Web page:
Suppose we made amends and I came to live in you,
your main artery clogged with meandering
lovers, your street-veins sheathed with vendors,
your sidewalks, capillaries carrying people and other
waste products to their domestic or commercial
destinations. You are the part that never sleeps;
there is always something to do in you, wherein lies
your danger. Your heart beats a bass that tempts
too much, beckoning me to a farm-turned-street,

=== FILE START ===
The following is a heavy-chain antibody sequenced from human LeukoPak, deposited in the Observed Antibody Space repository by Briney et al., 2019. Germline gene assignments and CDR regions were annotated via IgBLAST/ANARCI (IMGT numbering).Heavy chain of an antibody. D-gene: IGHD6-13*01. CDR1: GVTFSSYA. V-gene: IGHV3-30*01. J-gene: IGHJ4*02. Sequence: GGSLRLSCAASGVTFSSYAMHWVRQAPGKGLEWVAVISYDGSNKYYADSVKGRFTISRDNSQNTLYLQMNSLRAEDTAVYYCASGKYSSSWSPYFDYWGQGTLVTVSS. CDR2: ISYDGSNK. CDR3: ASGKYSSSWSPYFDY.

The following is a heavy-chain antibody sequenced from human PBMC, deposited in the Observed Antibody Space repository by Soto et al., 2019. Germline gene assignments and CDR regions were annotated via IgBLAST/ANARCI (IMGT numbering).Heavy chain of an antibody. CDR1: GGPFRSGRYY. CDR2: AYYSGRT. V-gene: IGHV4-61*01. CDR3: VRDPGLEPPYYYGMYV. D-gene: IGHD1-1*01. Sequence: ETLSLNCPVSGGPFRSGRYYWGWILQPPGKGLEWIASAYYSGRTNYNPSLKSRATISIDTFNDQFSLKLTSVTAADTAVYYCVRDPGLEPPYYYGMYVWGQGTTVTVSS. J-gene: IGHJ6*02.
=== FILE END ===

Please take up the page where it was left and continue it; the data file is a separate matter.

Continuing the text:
a synagogue for Greeks or bakery that serves music,
more of your topsy-turvy, upper-lower jokes.
Suppose we made amends and I came to live in you.
I will pay to live in a spacious, airy lung but wind up
in your cramped bowel. You know that’s right,
but the idea of living in you intrigues me still.
In your tiny corpulence, life is boundless.